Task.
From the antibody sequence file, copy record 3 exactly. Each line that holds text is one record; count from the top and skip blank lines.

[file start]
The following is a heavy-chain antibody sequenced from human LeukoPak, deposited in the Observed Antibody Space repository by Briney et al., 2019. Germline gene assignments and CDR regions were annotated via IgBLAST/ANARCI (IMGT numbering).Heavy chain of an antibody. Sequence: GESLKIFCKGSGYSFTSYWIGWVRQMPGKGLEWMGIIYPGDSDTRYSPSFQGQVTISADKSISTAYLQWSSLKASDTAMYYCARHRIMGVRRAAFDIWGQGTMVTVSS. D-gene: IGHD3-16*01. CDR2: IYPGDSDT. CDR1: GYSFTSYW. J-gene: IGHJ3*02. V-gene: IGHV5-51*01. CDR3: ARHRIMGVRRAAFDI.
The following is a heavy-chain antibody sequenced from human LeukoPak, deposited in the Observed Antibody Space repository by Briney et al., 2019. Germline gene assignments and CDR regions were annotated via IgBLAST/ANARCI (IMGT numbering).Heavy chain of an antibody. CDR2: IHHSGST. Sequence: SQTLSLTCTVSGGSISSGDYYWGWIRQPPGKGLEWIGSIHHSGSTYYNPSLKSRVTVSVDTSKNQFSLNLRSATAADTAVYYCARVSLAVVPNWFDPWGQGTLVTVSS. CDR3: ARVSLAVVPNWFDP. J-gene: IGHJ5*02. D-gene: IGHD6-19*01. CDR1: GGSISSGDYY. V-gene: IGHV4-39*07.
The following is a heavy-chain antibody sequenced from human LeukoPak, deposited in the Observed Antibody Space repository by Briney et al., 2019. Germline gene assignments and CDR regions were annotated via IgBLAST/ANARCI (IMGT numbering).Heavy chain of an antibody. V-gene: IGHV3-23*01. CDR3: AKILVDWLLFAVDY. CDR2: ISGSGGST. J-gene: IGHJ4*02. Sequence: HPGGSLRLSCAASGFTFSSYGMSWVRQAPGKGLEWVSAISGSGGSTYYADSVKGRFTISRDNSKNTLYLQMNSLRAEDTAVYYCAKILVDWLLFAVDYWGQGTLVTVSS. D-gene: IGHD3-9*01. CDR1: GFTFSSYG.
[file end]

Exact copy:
The following is a heavy-chain antibody sequenced from human LeukoPak, deposited in the Observed Antibody Space repository by Briney et al., 2019. Germline gene assignments and CDR regions were annotated via IgBLAST/ANARCI (IMGT numbering).Heavy chain of an antibody. V-gene: IGHV3-23*01. CDR3: AKILVDWLLFAVDY. CDR2: ISGSGGST. J-gene: IGHJ4*02. Sequence: HPGGSLRLSCAASGFTFSSYGMSWVRQAPGKGLEWVSAISGSGGSTYYADSVKGRFTISRDNSKNTLYLQMNSLRAEDTAVYYCAKILVDWLLFAVDYWGQGTLVTVSS. D-gene: IGHD3-9*01. CDR1: GFTFSSYG.